I filed this under quickie even though it takes a while to cook, because really, you don't actually have to do anything while the parsnips bake and the rice cooks. Read a book. Have a wee dram of whiskey. Listen to music.
Monday, 15 December 2008
I give you proof that I am capable of branching out: Pistachio Rosewater cookies without any chocolate at all.
Shockingly, we actually did "recipe R&D" for this. Like, several iterations. And yes, made pistachio flour. Yum! These are pretty much the perfect tea cookies. They're crumbly and not too sweet but have lots of lovely delicate flavours. Here, rosewater, lime and pistachio. Though they also have maple, vanilla and cardamom which you don't really taste distinctly, but they do make the cookies surprisingly complex for a damn cookie. Not the cheapest, or the fastest, or even remotely good for you, but the yummiest. They're a great end to a fancy persian or indian dinner, and honestly are interesting enough to hold their own as a full dessert course. We suggest mint and tarragon tea, or black tea, or turkish coffee (with cardamom). I have this fantasy of serving them with lime sorbet. And as an interesting side note, I think each cookie actually contains more pistachios than does an equal volume of pure pistachios. They're kinda the sugar syrup of pistachios. Plus, they're a vaguely alien-ish green colour. Bonus. This really is a rave, because I can usually take or leave cookies, but I ate several of these in a row. And then had more the next day for breakfast. And that was the first try....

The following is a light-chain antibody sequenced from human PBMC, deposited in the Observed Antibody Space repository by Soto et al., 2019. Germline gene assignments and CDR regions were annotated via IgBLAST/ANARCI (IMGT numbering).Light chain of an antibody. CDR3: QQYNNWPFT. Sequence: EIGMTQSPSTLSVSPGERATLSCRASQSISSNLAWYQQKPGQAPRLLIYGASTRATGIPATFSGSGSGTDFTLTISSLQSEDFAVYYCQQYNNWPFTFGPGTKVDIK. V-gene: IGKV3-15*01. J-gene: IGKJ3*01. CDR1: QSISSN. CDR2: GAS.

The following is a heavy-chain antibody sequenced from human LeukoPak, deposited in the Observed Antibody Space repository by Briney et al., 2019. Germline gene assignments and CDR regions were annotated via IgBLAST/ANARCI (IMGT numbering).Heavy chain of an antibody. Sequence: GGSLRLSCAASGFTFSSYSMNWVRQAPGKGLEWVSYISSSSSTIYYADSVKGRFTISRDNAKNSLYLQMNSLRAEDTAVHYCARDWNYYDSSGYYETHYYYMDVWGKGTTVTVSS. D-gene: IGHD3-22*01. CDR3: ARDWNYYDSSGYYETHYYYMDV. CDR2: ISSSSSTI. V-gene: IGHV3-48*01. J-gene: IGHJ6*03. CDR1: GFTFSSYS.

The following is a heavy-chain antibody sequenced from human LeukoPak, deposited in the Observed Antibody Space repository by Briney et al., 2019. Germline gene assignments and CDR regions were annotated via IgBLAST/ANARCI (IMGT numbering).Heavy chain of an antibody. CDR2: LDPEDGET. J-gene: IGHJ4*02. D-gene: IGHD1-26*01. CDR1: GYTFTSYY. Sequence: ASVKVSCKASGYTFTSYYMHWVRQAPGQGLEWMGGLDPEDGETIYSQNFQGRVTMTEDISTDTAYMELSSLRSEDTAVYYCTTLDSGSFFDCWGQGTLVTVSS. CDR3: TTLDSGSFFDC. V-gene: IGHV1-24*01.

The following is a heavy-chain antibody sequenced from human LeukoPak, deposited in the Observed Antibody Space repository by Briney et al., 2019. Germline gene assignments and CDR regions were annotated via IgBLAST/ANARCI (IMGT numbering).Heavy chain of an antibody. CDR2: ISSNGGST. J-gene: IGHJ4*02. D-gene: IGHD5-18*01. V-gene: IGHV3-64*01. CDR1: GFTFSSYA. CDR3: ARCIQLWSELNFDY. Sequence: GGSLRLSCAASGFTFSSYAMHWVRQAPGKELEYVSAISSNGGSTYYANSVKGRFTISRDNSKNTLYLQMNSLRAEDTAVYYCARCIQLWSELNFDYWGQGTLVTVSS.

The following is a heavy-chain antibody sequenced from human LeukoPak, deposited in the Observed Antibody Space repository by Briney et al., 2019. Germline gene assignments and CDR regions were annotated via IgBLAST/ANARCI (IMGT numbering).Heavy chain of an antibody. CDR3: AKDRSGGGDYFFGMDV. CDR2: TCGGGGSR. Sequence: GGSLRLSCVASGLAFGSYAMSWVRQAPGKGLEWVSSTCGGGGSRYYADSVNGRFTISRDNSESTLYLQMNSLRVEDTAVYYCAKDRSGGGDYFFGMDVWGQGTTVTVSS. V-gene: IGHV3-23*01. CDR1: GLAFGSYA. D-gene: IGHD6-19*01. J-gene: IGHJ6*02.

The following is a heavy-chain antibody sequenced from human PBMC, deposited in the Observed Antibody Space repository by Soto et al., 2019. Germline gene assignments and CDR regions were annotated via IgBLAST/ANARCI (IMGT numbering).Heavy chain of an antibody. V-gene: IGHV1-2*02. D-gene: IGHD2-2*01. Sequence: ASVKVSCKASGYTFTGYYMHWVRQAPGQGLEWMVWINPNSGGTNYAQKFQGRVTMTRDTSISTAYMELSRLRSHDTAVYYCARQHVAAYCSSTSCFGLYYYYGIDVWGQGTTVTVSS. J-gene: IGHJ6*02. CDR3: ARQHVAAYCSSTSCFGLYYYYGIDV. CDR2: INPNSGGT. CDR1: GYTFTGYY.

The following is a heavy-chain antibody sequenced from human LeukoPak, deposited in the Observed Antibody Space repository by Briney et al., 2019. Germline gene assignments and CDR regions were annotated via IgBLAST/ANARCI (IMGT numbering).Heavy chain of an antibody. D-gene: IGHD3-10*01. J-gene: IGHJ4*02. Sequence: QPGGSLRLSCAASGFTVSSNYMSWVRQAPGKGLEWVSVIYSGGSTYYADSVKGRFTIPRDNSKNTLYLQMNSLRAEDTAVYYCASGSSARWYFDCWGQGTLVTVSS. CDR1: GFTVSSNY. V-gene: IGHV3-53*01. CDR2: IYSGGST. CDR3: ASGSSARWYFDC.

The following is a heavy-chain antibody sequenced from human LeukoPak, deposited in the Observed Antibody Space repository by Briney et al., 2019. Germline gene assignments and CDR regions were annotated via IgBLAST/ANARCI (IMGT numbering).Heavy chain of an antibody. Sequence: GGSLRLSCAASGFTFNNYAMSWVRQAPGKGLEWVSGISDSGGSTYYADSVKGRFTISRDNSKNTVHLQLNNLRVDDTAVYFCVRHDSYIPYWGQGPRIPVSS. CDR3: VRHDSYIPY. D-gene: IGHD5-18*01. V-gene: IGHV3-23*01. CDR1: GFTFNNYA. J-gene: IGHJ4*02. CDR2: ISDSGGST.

We also found that this cookie dough was highly addictive raw. This is my official attempt at "raw vegan", though I suppose that our interpretation of it is somewhat unconventional. Does that matter if it's soooo yummy?
The goods (makes about a bazillion small cookies, and trust me, you don't want big ones):
2 c white flour
1 3/4 c "pistachio flour" ie ground pistachios. use that blender! (almost 2c pistachios before grinding)
2 tbs cornstarch
1/4 tsp salt
1 1/2 tsp baking powder
1/2 tsp cardamom
1c whole pistachios (in addition to the ground ones)
1 tsp lime zest
3/4 c + 2tbs maple syrup
1/2 c light olive oil
1 tsp vanilla
5-6 tbs rosewater
1 1/2 tbs lime juice
Mix dry ingredients together. Mix wet ingredients together. Mix wet into dry. Form into balls with a teaspoon and flatten a bit with your fingers on a greased cookie sheet. Yes. These are meant to be quite small cookies. Bake at 350F for 15 mins, then reduce heat and bake at 325F for a further 15 mins. Let cool a few minutes, then remove from cookie sheets and cool completely. These shouldn't be very brown at all. If you see them browning, drop the heat earlier. NO BROWNING! You don't want to ruin all those pistachios, now do you? You want them to get dry-ish, but not brown. Like miniature green alien pistachio rosewater biscotti, okay? They'll seem underdone when you take them out, but they're not.
Note that you can easily half the recipe to make it less expensive, or if you don't have much use for a bazillion cookies. I guess you could also sub in almonds for some or all of the pistachios, but that would sort of defeat the point, now wouldn't it?
"oh, these are just some simple cookies i whipped up in no time at all" music: Old-fashioned girl. Eartha Kitt.
Monday, 8 December 2008
I've had a few requests now for more "everyday food". Here's a staple. Simple lentils over (insert whatever vegetable needs using) rice.